So, as I got my gear ready and got in position at Muleshoe Bend in the evening of the first day, White Miller caddis were along the river and I saw rise-rings all over!! It seemed I would enjoy the evening fishing with delight! But little did I know this was just the entrance to the complication.
Dusk at Muleshoe Bend of Firehole River.
Insects That Trout Were Rising For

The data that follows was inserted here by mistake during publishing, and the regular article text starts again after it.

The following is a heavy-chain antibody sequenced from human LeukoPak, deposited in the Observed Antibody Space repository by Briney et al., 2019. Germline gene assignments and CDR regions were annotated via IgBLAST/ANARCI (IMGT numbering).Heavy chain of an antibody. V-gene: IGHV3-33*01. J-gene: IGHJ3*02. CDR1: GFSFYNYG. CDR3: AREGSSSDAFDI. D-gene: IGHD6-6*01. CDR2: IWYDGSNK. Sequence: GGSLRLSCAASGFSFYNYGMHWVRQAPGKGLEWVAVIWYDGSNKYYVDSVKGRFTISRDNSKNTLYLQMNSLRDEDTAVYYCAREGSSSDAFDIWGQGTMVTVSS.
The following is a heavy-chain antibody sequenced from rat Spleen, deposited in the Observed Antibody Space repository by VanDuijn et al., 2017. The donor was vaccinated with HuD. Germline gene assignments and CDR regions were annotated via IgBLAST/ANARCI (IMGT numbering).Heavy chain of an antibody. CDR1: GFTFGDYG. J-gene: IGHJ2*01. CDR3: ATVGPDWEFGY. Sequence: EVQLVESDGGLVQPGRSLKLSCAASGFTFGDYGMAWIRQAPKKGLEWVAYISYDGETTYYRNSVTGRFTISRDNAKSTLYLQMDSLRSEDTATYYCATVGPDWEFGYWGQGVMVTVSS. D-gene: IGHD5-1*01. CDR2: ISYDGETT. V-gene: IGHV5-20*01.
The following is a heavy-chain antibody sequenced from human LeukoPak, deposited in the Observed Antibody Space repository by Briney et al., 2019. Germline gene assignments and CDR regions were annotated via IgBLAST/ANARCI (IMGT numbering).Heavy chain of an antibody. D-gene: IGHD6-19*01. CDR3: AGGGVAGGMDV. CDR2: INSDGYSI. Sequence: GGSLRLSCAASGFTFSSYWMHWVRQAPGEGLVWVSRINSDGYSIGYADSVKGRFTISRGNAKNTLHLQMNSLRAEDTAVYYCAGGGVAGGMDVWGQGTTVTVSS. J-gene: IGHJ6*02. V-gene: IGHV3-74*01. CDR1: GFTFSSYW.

I tied on a White Miller pattern that I had great successes with at the Madison in the same morning, and started casting to rise-rings. I presented my flies with the same drag-free presentations just as I did on the Madison. No rises on my flies. I adjusted my standing spots to get different angles or got close to rising fish when I could but the results were not any better. Nothing on my flies but the trout kept rising. All I could see were bunches of White Millers flying all over and rise-rings of trout. I finally got to the point that I couldn't take it any longer and I waded toward the bank where trout were rising. I might not have been the best caster or the fly selector in the area, but my presentations and fly selections had been proven to work well. I thought there might be some other different insects present. That would be the sole reason that I was ignored. What I found was: small caddis, mostly size 22. Observing closely, they were much more numerous than the White Miller. Indeed they crawled all over on my waders! What deceived me were the significant size differences. White Millers are large, sizes 12 and 14, in a pale light color. When they are hatching in abundance, it's natural to assume that's what trout are rising for. However, these little ones were more numerous; so trout must have chosen to rise on them.